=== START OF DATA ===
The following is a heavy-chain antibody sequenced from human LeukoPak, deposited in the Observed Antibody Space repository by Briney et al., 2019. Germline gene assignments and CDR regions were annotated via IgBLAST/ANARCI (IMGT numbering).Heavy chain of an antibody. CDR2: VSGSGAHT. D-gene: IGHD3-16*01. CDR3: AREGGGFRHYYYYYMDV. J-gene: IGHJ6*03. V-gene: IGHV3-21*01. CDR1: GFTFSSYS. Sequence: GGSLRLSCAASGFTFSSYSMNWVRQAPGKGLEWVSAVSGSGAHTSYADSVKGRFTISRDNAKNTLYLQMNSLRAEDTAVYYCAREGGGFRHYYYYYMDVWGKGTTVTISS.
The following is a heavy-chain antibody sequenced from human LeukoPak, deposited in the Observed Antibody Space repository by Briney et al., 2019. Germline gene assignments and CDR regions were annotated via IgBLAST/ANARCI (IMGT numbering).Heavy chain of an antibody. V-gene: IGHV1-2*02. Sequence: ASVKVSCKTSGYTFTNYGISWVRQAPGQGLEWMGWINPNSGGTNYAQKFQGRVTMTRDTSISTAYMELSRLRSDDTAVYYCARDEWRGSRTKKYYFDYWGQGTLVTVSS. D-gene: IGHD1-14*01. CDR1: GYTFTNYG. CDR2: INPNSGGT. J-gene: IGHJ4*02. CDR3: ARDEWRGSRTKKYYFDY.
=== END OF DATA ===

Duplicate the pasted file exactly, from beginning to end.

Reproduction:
The following is a heavy-chain antibody sequenced from human LeukoPak, deposited in the Observed Antibody Space repository by Briney et al., 2019. Germline gene assignments and CDR regions were annotated via IgBLAST/ANARCI (IMGT numbering).Heavy chain of an antibody. CDR2: VSGSGAHT. D-gene: IGHD3-16*01. CDR3: AREGGGFRHYYYYYMDV. J-gene: IGHJ6*03. V-gene: IGHV3-21*01. CDR1: GFTFSSYS. Sequence: GGSLRLSCAASGFTFSSYSMNWVRQAPGKGLEWVSAVSGSGAHTSYADSVKGRFTISRDNAKNTLYLQMNSLRAEDTAVYYCAREGGGFRHYYYYYMDVWGKGTTVTISS.
The following is a heavy-chain antibody sequenced from human LeukoPak, deposited in the Observed Antibody Space repository by Briney et al., 2019. Germline gene assignments and CDR regions were annotated via IgBLAST/ANARCI (IMGT numbering).Heavy chain of an antibody. V-gene: IGHV1-2*02. Sequence: ASVKVSCKTSGYTFTNYGISWVRQAPGQGLEWMGWINPNSGGTNYAQKFQGRVTMTRDTSISTAYMELSRLRSDDTAVYYCARDEWRGSRTKKYYFDYWGQGTLVTVSS. D-gene: IGHD1-14*01. CDR1: GYTFTNYG. CDR2: INPNSGGT. J-gene: IGHJ4*02. CDR3: ARDEWRGSRTKKYYFDY.